March 2012

My father’s mother, Frances Ruth Bryan, saw Haley’s Comet twice!  In 1986, when the comet was visible to her and many others for the second time in their lives, a newspaper in Lexington, Kentucky (“Comet Watchers Remember spectacle of 1910,” Lexington (Kentucky) Herald-Leader, 23 February 1986, p. 1-2.),wrote an article about the event.  This is her account:

In 1910 I was living with my father, mother, three sisters and two brothers about 3 ½ miles west of Stanford.  I was 13 ½ years old.  There was no radio or television, and teen-agers were not much interested in the newspapers, so we knew little about the expected comet.  Our mother came upstairs and told my sister and me to wake up because the comet was visible.  We didn’t like being awakened.  We thought we could see it some other time, but she assured us we might never have another chance for it would be many years before it would come again.  As I remember it, there was a bright, beautiful star with a long wide tail.  It was beautiful.

— Mrs. W. B. Bryan


My grandmother, Frances Ruth Bryan, is just left of the middle of the photo, in a black dress (white trim on collar).

By the way – 3 copies of this article were found in my father’s (Robert Bryan, son of Frances Ruth Bryan) papers.


Recently, my husband and I were able to go on a trip to the Holy Land – specifically Jordan and Israel.  We traveled with a group tour, Educational Opportunities.  I highly recommend Educational Opportunities.  Beginning in 1973, Educational Opportunities provides Christian travel programs.  EO provides land tours and cruises.  Check out their web site:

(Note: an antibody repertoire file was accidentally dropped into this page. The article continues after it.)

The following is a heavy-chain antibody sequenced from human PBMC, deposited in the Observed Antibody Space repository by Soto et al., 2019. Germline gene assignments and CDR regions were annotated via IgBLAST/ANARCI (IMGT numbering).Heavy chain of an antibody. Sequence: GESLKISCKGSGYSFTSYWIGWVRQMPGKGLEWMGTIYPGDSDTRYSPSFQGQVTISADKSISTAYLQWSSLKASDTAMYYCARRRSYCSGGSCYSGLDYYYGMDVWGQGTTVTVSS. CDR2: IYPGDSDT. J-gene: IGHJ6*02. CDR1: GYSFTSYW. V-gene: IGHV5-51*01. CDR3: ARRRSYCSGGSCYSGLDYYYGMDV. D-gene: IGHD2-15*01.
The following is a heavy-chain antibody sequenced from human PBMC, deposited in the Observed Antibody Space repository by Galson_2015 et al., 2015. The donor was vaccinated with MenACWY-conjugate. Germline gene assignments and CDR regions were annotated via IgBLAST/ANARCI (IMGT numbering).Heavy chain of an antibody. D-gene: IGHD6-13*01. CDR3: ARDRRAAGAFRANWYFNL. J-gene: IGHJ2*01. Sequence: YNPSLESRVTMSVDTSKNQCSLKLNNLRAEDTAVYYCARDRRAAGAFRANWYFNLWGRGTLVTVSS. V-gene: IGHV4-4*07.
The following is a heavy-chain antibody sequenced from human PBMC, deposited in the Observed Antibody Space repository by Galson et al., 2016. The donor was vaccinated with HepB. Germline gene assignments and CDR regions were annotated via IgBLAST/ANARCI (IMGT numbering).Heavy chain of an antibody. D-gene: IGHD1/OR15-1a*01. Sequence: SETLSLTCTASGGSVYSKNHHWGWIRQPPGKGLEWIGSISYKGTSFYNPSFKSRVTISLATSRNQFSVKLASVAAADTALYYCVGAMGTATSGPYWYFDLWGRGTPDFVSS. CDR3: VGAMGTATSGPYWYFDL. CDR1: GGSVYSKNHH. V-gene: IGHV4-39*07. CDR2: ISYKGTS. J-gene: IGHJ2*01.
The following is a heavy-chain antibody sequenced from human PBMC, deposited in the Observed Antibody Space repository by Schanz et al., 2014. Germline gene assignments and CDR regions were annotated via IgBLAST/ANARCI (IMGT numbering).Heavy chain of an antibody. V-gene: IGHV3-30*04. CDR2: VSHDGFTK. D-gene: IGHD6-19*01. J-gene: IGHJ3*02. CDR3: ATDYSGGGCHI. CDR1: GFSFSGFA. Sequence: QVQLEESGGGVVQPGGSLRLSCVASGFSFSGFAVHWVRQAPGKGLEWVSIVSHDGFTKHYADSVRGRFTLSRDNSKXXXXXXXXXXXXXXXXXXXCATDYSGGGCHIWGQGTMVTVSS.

Our trip was wonderful – we saw so much in the brief time we were there!  We spent 1 ½ days in Jordan – Amman, Petra, and Jerash.  Then, we traveled to Israel – Qumran, Jericho, Jerusalem, Bethlehem, Caesarea Maritime, Megiddo, Nazareth, Cana, Yardent Baptismal Site, Tiberius, Mount of Beatitudes, Tabgha, Capernaum, and Beit Shean.

Now, like so many, we are being asked to give a presentation on our trip.  And we are happy to do so.  This has been a challenge for us!  We took close to 1000 photos!   Aren’t digital cameras great?  No need to worry about setting up the perfect picture – if one doesn’t work, just take another.  So, with two digital cameras full of photos, we began the sorting.  We were able to narrow down the photos for the PowerPoint presentation – just shy of 300 photos.  This many photos, with a little commentary, needs about 1 ¾ hours to present.

As a genealogist, I think this has been a good learning lesson for me.  There are times when I have so much information on my family that I must somehow condense and organize it – without the organization, it is just a bunch of data.  Even though some think that this can be a waste of precious time, it is most definitely not!  I know that the books that I have written about my family show that the organization was worth it!



Do you back up your data?

As a genealogist, I have many, many records, photos, etc., stored on my computer.  As a family historian, I have the same kind of records.  I do print out some of the records – I like having a paper copy at times.  However, many of the records are stored just on my computer – not in a file cabinet.

If I had a power surge, wiping out my hard drive, the surge would wipe out all of those precious records!

Even if I print out a copy, I also store every record on my external hard drive.  And, this external hard drive is disconnected from my computer when I complete my backup.  That way, if a power surge did occur, the surge would not harm this external drive.

Many people back up their data to an external drive on the 1st day of each month.  I do mine more often – a few times a month.  I do is especially on those days when I have “found” new data that I would be lost without.